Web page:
Photos of the Old Bega Hospital 2017

This page has a set of photos of the Old Bega Hospital main building taken in October 2017 in part to document the state of the building at that time. Because the building interior is a demolition site, public access is limited to escorted visitors, and many people will only have seen what is visible through the security fence. The interior was cleaned up after the fire, and now presents a patina in part from the original finishes, in part from the fire, and in part from subsequent exposure to the elements. The loss of render from the walls in places has exposed the underlying brickwork, which tells its own tale of episodes of construction and reconstruction to meet changing needs.

Click on the small images to see a larger version (typically around 0.5 MB).

Steel electrical conduit was cut unceremoniously into the bricks and render.

Fireplaces. The chimneys, bar one, survive.

The verandah outside the men's ward, at the northwest corner of the building.

Fencing excludes public access.

The building has two main axes, north-south and east-west. This is the east-west axis looking west, from the women's ward through the centre of the building to the men's ward.

  The shorter, more minor, north-south axis looking north to what was the main entry. It lacks the arches of the east west axis, but has a fine prospect, now obscured by vegetation, across Bega to Biamanga, Mumbulla Mountain. The southern end of the axis was the service entry, going out to the laundry, operating theatre, morgue and kitchen.

Detail of the corners of the intersection of the N-S and E-W axes: the corner brickwork was protected by timber, almost totally burnt out in the fire. There were cornices at picture rail level.

Ceilings were generally 4.5m above the floor. High level small windows provided light and ventilation.

Remains of tiles above a basin, and a built in bookshelf in the matron's office.

The matron's office had a large, north facing bow window, and an ornate tiled floor.

Door to the matron's office from the men's ward verandah, decorated to reflect its later use for family day care.

A good deal of the render has peeled off after the fire. What remains has rather wonderful patinas from fire and weather. Which raises the question of whether it should be retained as is, like walls of a Greek or Roman ruin, or restored. What looks wonderful in the full light of day may be less wonderful under a roof, or might be great raw material for a lighting expert.

Spiders have a fine life in sheltered corners.

Weather has taken its toll on softwood flooring. The verandahs and part of a corridor have hardwood flooring, which has fared much better. Skirting boards are rather larger than their modern equivalents. The green paint is from the 1988 restoration, or perhaps later.

Parts of the less fire damaged eastern end of the building.

Some upper level windows had transfer patterns on the inside. Most glass in the building is damaged.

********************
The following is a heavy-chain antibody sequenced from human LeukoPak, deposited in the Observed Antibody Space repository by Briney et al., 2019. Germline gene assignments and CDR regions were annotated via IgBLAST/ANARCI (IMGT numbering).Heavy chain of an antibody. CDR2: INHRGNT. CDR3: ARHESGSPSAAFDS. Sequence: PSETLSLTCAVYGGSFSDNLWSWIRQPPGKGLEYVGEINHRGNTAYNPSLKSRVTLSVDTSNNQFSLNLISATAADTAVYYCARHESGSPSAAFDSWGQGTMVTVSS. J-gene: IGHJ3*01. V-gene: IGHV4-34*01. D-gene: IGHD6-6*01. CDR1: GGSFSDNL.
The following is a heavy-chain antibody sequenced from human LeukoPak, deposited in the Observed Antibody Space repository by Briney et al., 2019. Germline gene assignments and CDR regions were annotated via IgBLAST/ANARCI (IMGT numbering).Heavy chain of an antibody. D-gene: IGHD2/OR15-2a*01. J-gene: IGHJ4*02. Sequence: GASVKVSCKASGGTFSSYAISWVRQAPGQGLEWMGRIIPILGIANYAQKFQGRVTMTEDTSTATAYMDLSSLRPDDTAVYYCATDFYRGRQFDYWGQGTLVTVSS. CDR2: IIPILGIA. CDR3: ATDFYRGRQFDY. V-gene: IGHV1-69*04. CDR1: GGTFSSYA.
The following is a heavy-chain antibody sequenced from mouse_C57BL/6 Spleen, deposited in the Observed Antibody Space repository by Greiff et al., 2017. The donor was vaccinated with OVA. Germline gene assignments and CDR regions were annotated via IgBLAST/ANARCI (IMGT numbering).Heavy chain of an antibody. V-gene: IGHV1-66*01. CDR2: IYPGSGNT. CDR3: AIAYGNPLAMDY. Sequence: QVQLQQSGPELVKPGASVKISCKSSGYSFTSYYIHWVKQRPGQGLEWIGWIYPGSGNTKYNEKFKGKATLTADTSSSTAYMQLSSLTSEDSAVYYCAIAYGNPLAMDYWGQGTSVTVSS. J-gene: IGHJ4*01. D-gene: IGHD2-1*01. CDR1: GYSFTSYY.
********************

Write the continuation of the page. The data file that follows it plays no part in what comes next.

Toilets are utilitarian.

Evidence of the 1988 restoration: heritage colours. Loss of the roof has allowed a couple of arches to spread, requiring props for the time being.

Parts of the ground under the floors have been covered with bitumen, probably to help manage damp. In most areas exposure to the elements has allowed vegetation to grow through it.

Lights, telephones and plumbing reflect varying generations of services.

  The roof structures make stark contrasts with the blue sky.

Some vegetation has grown to the point that it threatens the brickwork and will have to be removed.

Window between the women's ward and its adjacent verandah.

  Patterns of fire and weather on internal and external surfaces. One architect suggested a glass roof to highlight the vibrancy and changing patterns of light and colour.

  Arches form stark curves against the sky. Bricklayers' art is displayed beneath the render.

Render has detached in random patterns. It would be great to keep them: stabilising the loose sheets presents a technical challenge.

Brooding blackbird and streaking fairy wren enjoying quiet spaces away from public gaze.

The original architects made good use of tall narrow windows and openings. Bricks maintain a precarious hold.

The east=west axis looking east, from the men's ward to the women's ward.

Safety directions didn't save the building.

    There is more than one generation of door openings.

  In some cases, new doors have been hammered through the brick, and older doors are regognisable only by arches in the brickwork exposed when the render has flaked off.

Chimneys are a feature of the building's skyline. All but one have survived, and the one that is missing is thought to have gone long before the 2004 fire.

The arches theme extended to the verandahs, where cast iron inserts filled corners between posts and beams. See photo Two women with boy for the original look.

There are several generations of bricks in the building. Sections through the oldest show how they were made.

Fire got into the roof at the western end of the building, but was extinguished before the roof collapsed. Electrical wiring has been cut short.

Upper level windows provided light and ventilation. They were operated by long handled winders.

Generations of brickwork. Slate is used as a damp proof course in older brickwork. Joins between generations are often less than subtle. A section of hardwood flooring has survived both the fire and the weather.

  Generations of doorways. Lintels include brick arches, timber beams and steel sections.

Toilet roll holder installed as part of the 2017 toilets project.

Historic photos: